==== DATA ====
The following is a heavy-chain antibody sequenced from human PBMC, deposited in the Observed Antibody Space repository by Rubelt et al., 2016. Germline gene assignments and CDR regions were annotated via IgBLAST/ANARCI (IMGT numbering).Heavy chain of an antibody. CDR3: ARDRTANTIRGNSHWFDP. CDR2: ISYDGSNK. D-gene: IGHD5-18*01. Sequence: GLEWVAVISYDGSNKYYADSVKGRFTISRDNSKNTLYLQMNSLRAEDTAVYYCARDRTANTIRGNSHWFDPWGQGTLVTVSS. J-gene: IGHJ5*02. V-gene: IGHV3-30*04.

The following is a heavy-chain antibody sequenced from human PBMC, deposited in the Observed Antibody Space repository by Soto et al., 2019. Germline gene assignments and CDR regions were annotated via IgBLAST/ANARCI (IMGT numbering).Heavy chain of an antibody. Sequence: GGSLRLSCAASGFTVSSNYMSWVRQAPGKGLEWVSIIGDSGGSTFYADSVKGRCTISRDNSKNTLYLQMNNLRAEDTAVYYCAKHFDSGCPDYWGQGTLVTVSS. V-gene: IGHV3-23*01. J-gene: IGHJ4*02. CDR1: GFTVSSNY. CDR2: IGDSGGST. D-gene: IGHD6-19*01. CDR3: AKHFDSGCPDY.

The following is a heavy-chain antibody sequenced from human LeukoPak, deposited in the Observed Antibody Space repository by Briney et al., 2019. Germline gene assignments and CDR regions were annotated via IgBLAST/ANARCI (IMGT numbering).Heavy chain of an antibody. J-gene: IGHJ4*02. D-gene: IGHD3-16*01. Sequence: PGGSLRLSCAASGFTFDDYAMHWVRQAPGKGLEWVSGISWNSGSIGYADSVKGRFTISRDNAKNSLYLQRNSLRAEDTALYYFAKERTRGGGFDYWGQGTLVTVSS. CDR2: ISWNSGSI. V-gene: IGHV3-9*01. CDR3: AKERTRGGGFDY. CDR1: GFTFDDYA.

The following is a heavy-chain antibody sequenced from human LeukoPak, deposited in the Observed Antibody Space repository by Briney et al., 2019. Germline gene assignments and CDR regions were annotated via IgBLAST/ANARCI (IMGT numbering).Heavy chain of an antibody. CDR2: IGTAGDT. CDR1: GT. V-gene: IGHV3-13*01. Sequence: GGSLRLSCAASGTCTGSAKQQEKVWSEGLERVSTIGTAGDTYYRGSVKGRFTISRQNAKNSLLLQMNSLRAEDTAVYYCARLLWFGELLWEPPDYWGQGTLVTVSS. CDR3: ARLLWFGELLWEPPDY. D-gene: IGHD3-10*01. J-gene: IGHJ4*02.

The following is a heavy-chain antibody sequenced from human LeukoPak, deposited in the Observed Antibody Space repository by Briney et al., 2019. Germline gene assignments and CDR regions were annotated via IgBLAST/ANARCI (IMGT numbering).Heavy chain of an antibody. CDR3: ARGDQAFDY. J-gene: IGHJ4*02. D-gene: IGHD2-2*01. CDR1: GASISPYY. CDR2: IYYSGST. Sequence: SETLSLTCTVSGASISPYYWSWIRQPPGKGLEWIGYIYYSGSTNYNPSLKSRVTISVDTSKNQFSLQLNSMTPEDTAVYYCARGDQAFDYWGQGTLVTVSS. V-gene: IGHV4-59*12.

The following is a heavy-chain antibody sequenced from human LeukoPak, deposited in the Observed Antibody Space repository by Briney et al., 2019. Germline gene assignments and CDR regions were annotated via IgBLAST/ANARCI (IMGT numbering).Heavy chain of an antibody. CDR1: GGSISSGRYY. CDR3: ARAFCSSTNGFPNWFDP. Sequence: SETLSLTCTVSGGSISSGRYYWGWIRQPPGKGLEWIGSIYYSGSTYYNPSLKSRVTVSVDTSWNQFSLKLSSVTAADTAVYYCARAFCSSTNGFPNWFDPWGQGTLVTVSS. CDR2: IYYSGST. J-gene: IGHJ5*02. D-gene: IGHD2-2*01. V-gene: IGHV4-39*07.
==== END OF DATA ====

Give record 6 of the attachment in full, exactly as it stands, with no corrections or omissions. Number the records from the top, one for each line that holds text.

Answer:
The following is a heavy-chain antibody sequenced from human LeukoPak, deposited in the Observed Antibody Space repository by Briney et al., 2019. Germline gene assignments and CDR regions were annotated via IgBLAST/ANARCI (IMGT numbering).Heavy chain of an antibody. CDR1: GGSISSGRYY. CDR3: ARAFCSSTNGFPNWFDP. Sequence: SETLSLTCTVSGGSISSGRYYWGWIRQPPGKGLEWIGSIYYSGSTYYNPSLKSRVTVSVDTSWNQFSLKLSSVTAADTAVYYCARAFCSSTNGFPNWFDPWGQGTLVTVSS. CDR2: IYYSGST. J-gene: IGHJ5*02. D-gene: IGHD2-2*01. V-gene: IGHV4-39*07.